I have a similar problem. When my son was 16 I allowed him to go out with his friend on his 18 birthday. They were involved in an argument in a night club with 3 boys, one threw a drink over my son and his friend got very drunk. On leaving the club the three youths followed my son and his friend and a fight started which was captured on CCTV my sons Friend kicked one of the boys a nasty kick, but my son at this point was down the street.

    My son was charged with joint enterprise a total fabrication. I have our solicitors letter 2 days before trial stating he should be acquitted. On day of trial solicitor broke his leg. A barrister stepped in representing us and said my son should plead guilty, I was fuming. I was told if I objected and my son was proved guilty he would face 6 months in detention centre.
    I was hysterical asked for the trial to be delayed and was told it had to proceed and not to worry he would only receive a referral order and he would have a clean record, once he completed the supervision order. He also had 12 months on the order and a £500 fine.

    6 years have passed and we tried to let it pass and move forward. That was until last week when my son had an argument with a traffic warden, whom was trying to book him, when he was parked legally. He made a mistake and swore at the warden and she reported him to the police. The first thing the police officer said was “Oh I see you have a had problems before” my son stated it was 6 years ago and was he was given a referral order.

    I have since spoken to the officer who told me, my son will end up in prison with his attitude and if I carry on causing a fuss it will only make things worse.

    I am horrified. Has this become a police state.

    My son has run a successful business for the past 5 years he pays tax, rates, life insurance, health insurance, van insurance and we made the mistake, his dad and I as he was a minor of letting him accept a guilty plea when he was innocent.
    I have since found out the barrister also worked for the crown prosecution service and one member of the panel of magistrates knew my son. We are making criminals out of children and it must be stopped.I have spent 5 days researching other cases.

  2. punni

    if anyone knows how he was able to get solicitors to fight his case and who they were, i would like that information. my heart goes out to all the underprivileged who try to make an honest buck in their lives.

  3. Tracey Gregory

    i also agree, my son is 15 and was arrested for robbery and attempted robbery when he had no involment what so ever he helped the victims on that night and stayed with them but the police still arrested him and he was made to plead guilty this is disgusting in my eyes but in the YOC the judge said he knew right from wrong he was put in a situation what he thought he was doing right but still ended up with a refferal order this makes me so mad even the youth offeners said that he was wrongly charged and the panel said they would have done the same thing so dont let people think he did the wrong thing because he did not how can we come back from this it makes my blood boil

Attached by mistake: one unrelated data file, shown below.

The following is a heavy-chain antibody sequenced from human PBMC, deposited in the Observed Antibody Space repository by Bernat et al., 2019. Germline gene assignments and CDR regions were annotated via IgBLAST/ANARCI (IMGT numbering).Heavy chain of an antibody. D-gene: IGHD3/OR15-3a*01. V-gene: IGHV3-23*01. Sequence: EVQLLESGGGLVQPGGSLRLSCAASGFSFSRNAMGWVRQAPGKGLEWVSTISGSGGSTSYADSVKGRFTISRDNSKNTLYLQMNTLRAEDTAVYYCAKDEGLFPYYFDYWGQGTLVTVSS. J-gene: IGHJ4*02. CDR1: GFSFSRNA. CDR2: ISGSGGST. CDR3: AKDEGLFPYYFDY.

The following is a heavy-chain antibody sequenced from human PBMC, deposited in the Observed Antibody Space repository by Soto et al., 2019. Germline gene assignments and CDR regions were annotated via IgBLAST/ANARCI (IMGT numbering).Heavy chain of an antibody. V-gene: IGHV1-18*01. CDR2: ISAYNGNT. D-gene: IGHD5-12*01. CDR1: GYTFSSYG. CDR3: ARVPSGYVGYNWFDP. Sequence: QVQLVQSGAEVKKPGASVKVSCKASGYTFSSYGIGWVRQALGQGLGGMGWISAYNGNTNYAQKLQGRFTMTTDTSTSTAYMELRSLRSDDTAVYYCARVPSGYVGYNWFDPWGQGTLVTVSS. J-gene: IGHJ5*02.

4. Jayne

    From Birmingham UK. Same thing has happened to my daughter had a order when 14. was advised at the time swhe wouldnt have a criminal record.
    Its 2010 now and we have had to have a crb check done for college and guess what its on there……I need to know how to get it removed ive spoken to law firm who we had the advice from and they have advised to write to police. Any suggestions please.

    1. dcamp

      i would be keen to know where you got with this jayne. The same thing happened to my son and he went to usa to go to college and play soccer and had to go through the visa susyemt and get an ACRO report because this was on his record. Something he wasnt guilty of and had to please guilty with an overpacked train and some woman saying he squashed her with his ruck sack on his back she was calling him names and vice versa she took him to court he was 14 at the time and got charged for battery and offensive language. ACRO said it would be on his record for 10 years. it terrible that they tell all these youngsters that it will not be on their records, i want to shoot the solicitor who told us that mucks up our kids lives

Leave a Reply

Your email address will not be published.
Please consider saying where you are from eg. "Cambridge".
Required fields are marked *

*

Powered by WP Hashcash